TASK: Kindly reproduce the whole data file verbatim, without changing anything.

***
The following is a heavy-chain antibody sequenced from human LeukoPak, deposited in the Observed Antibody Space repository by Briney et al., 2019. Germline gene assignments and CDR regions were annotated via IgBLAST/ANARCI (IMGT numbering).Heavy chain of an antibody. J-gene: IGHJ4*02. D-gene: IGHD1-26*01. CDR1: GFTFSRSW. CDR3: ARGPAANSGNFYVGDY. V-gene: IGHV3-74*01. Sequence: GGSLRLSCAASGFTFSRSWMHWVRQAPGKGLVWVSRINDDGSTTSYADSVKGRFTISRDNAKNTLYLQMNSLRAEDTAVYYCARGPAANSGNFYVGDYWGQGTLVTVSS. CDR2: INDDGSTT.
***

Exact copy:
The following is a heavy-chain antibody sequenced from human LeukoPak, deposited in the Observed Antibody Space repository by Briney et al., 2019. Germline gene assignments and CDR regions were annotated via IgBLAST/ANARCI (IMGT numbering).Heavy chain of an antibody. J-gene: IGHJ4*02. D-gene: IGHD1-26*01. CDR1: GFTFSRSW. CDR3: ARGPAANSGNFYVGDY. V-gene: IGHV3-74*01. Sequence: GGSLRLSCAASGFTFSRSWMHWVRQAPGKGLVWVSRINDDGSTTSYADSVKGRFTISRDNAKNTLYLQMNSLRAEDTAVYYCARGPAANSGNFYVGDYWGQGTLVTVSS. CDR2: INDDGSTT.